CPU is often the bottleneck when it comes to WordPress website performance, so this can make a huge difference.
An additional advantage of placing each website on a separate account is security – in case one website gets hacked, the other websites are separated from it and safe.
With this example, in terms of performance and security, I’ll get similar results if I buy 5 STARTUP shared hosting accounts, as I do with one RS0 reseller account.
When it comes to expenses, STARTUP costs 10 $ per month, and RS0 costs 15 $. What is cheaper: 5 x 10, or 1 x 15 dollars? 🙂 This is why reseller hosting has been a great solution for my websites – unrelated to any re-selling to clients.
As a reseller, you have a bit more user privileges compared to an ordinary shared hosting user. Not nearly as much as the server administrator (so you can’t really mess things up 🙂 ), but if you know what you’re doing, the extra rights make some things easier (like configuring automated account backups to remote cloud storage).
High-quality technical support costs a lot. One of the reasons why reseller hosting, per one shared account, costs less than shared hosting is because it is understood that you know the basics (a lot more than an average hosting user) and can offer technical support to your customers, or to yourself if you use reseller for your websites only.
The provider’s technical support will fix any server, or service problems, but don’t expect them to help you with configuring the emails, changing PHP version etc.
This is basically the price you pay for all those resources at a relatively low cost per a shared account.
4. What is reseller hosting overselling?
Many providers state that overselling is enabled or allowed for their reseller hosting packages. What does this mean?
I’ll take the above-noted RS0 reseller hosting package as an example:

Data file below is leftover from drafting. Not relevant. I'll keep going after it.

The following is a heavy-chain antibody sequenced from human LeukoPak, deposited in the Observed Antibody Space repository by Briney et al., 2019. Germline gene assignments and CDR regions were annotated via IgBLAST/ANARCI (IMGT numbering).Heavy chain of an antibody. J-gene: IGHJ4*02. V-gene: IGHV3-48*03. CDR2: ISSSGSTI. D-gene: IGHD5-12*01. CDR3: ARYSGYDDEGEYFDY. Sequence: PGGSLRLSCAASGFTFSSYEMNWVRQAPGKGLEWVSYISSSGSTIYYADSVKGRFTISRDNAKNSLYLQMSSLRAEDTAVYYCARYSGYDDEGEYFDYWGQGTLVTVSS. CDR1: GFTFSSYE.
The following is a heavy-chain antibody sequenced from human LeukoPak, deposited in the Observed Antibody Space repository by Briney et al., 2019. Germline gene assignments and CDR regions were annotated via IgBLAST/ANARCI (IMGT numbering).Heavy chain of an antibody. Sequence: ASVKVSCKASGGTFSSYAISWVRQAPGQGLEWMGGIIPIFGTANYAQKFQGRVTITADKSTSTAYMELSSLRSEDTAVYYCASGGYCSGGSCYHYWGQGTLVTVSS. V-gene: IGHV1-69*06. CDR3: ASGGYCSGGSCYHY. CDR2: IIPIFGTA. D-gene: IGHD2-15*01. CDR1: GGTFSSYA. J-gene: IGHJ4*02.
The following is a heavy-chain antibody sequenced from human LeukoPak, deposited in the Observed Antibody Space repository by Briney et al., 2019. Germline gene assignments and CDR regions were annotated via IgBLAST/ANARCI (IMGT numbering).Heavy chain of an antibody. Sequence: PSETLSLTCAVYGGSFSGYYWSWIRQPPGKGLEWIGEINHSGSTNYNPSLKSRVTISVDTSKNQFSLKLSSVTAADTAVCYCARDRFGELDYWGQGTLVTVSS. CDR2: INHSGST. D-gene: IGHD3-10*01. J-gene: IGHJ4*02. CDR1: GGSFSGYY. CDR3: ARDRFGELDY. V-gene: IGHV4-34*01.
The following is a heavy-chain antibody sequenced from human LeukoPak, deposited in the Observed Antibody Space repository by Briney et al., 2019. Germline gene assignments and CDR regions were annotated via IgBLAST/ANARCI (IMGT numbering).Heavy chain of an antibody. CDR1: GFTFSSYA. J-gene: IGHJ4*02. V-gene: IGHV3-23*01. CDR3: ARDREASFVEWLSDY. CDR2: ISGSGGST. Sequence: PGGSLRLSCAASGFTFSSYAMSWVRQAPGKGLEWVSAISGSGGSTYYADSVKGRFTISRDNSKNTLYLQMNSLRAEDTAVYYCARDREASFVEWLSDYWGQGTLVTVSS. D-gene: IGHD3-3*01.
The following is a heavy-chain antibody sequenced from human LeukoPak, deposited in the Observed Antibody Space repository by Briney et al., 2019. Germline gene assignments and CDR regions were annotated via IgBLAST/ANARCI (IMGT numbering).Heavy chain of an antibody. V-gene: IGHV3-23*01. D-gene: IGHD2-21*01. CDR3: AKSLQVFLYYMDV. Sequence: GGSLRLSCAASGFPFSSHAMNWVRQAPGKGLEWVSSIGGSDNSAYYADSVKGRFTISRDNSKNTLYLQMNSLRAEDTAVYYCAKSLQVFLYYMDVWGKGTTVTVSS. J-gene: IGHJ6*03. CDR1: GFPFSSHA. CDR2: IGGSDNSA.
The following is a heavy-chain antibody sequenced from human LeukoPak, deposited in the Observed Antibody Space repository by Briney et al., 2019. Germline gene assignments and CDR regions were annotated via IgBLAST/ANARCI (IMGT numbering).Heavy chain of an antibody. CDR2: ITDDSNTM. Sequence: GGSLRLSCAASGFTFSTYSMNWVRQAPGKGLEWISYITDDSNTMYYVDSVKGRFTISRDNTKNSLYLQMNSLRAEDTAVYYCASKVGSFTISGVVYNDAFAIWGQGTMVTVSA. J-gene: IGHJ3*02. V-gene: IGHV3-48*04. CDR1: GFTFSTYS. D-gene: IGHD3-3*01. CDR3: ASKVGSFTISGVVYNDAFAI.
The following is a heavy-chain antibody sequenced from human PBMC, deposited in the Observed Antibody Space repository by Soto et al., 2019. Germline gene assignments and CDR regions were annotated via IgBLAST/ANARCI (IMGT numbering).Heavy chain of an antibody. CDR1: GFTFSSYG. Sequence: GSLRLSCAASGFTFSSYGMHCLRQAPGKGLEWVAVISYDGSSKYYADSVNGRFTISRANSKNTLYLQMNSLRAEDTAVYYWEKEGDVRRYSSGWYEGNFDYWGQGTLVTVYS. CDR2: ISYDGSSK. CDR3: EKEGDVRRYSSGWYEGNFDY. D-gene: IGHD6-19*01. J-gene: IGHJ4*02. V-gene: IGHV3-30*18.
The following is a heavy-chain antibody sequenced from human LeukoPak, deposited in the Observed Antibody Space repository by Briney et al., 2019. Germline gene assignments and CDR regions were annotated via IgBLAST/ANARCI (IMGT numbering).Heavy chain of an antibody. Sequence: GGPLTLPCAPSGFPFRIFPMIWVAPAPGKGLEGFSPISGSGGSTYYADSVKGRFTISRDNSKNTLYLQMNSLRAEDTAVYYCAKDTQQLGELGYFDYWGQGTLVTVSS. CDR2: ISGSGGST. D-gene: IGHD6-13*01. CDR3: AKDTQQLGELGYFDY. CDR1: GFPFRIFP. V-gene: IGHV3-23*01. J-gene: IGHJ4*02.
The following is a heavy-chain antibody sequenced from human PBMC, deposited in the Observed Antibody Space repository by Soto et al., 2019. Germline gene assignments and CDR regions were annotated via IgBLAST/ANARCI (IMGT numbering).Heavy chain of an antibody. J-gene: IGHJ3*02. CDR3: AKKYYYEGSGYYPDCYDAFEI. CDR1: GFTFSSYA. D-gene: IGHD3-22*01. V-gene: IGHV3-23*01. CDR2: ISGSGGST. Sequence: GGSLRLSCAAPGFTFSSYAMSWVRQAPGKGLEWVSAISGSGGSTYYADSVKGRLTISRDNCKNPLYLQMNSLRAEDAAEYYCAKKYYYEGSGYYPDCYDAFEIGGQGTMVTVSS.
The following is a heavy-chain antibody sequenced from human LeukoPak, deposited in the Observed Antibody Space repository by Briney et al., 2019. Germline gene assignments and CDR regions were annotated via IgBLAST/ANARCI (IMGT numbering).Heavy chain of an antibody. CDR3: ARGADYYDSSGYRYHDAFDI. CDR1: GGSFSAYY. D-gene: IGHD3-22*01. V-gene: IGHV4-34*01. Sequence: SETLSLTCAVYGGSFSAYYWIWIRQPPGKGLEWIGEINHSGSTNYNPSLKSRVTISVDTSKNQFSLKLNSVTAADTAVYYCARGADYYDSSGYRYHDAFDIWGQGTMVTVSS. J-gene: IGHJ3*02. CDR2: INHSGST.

- The package comes with 20 GB of storage.
- I know that an average website doesn’t take more than 2 GB of storage.
- 20 GB equals 10 times 2 GB.
Overselling means that with one RS0 account I can create 10 shared hosting user accounts with 5 GB of storage per account. That’s 50 GB in total – a lot more than I have available. But here’s the catch:
I don’t expect all the 10 customers to use all the available storage space (5 GB each) for their websites. To be on the safe side and create a larger margin for error, I can create only 7 shared hosting accounts, instead of 10.
That’s what overselling boils down to. With one note: for smaller reseller accounts with fewer than 50 user accounts allowed (and under 100 GB of storage), it is risky to rely on these stats and is best to avoid overselling. Taking RS0 for example again: it is enough for only 4 users to use almost all of their available 5 GB storage, and I’m in trouble. If you have 60 users, this scenario is a lot less likely. Why? With 60 users on a 100 GB storage, even if 10 of them “go wild” you still have room to spare.
For more details on this, see my article: Overselling vs Overloading.
Important note: hosting server storage space can only be used for website-related files. It can not be used for storing backups, private photos, videos etc. This must clearly be stated if you plan on (re)selling hosting to customers.
5. What is “white label” reseller hosting?
White label reseller hosting allows you to almost completely “hide” the info about which company you bought the hosting from. I.e. you can look almost like a real hosting provider. 🙂
You can place your logo, use your domain nameservers (like ns1.bikegremlin.com, instead of ns1.veerotech.net) etc. Here’s an example:
Is this a good idea? I’ll discuss that in a bit.